Need muscovy advice

Discussion in 'Ducks' started by RavenStorm, Mar 9, 2009.

  1. RavenStorm

    RavenStorm Chillin' With My Peeps

    362
    1
    129
    Jun 1, 2008
    Southern CA
    Hey peoples, we just got a very large dogloo for free and now that we have this as a type of housing I am trying to convince my DBF to let me have a few more ducks.

    I want to get two or maybe three duckling muscovies. I already have an older Khaki and a mutt that I raised from ducklings, but someone the other day said that muscovies need slightly different care. My books that I have on duck care don't get that detailed when it comes to muscovies, so can you experts give me some pointers? Do they need different food? Housing? I know they can fly so I need to clip their wings, but what else should I know?
     
  2. lowcountrypoultry

    lowcountrypoultry Chillin' With My Peeps

    Well first off,... MUSCOVIES ARE AWESOME!

    ..Well that said I can answer your question, Muscovies are semi different than other ducks. Every other duck is Mallard derived while Muscovie's are the only ones that are not. Hence the 35 day incubation period compared to the 28 day to any Mallard derived duck.

    If you breed a Muscovie to a Mallard derived duck the offspring will be infertile with a incubation period of around 30 days.

    Anyways, Muscovies are different than other ducks in the way their oil glands work. They don't have very good oil glands so they don't do as well in water as other ducks [Although I have never seen any side affects from this on my own ducks, they have swam in a local creek for 3+ hours are were fine] so many keep their muscovies with-out water, they don't need water, but it makes them lots more happy [​IMG]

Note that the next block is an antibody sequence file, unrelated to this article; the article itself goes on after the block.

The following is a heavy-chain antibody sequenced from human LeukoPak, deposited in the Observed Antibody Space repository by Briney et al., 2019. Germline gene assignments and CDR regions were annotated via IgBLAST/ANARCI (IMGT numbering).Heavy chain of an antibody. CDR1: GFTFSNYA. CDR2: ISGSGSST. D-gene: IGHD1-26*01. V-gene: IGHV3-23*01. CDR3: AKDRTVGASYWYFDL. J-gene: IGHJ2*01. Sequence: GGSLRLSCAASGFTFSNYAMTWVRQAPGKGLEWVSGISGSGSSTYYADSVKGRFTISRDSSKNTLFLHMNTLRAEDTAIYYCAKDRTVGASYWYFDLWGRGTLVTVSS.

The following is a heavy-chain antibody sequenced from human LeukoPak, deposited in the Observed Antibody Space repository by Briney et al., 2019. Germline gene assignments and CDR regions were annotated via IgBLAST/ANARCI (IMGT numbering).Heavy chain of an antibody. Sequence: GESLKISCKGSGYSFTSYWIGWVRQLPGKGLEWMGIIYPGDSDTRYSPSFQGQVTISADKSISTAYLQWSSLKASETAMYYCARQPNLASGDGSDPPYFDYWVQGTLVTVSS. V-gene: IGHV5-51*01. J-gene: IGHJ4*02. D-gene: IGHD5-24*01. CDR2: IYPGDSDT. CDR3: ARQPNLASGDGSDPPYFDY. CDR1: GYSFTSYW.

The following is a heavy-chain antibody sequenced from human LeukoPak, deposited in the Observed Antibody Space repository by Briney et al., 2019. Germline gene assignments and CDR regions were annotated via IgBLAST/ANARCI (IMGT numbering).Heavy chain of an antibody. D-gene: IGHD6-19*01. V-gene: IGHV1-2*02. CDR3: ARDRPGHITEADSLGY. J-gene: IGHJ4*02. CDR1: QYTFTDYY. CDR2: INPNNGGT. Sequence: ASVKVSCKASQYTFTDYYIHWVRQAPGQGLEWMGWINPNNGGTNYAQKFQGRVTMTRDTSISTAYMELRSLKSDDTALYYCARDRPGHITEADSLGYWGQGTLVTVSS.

Muscovies don't make noise, only a low "hiss" or a small chirp from the females. Females can hatch up to three-four clutchs of eggs per year, and are excellent mothers [I just had a Muscovie mom hatch out 17 babies two days ago]

    As for flying the females fly and the SOME of the males may "glide" a foot or so above the ground but not for long. Most males are too heavy to fly, but the females are great flyers and can fly a good ways. But don't worry, they may fly somewhere but they won't "leave" and never come back.

    I feed them 1/2 corn and 1/2 laying pellets [The same thing I feed my chickens, and all other ducks]

    I house my Muscovies with my chickens and have a simple setup. A dog igloo will do great for 3.

    Best of Luck, and sorry for any spelling errors (Im not that good of a speller!)

    -Austin
     
    Last edited: Mar 9, 2009
  3. RavenStorm

    RavenStorm Chillin' With My Peeps

    362
    1
    129
    Jun 1, 2008
    Southern CA
    Thanks low country! That helped a lot, and I loved your pics the other day of your new momma and her brood! That was actually a large part of my desire to get more ducks and specifically muscovies; I just can't say no to the little fluffy faces!
     
  4. lowcountrypoultry

    lowcountrypoultry Chillin' With My Peeps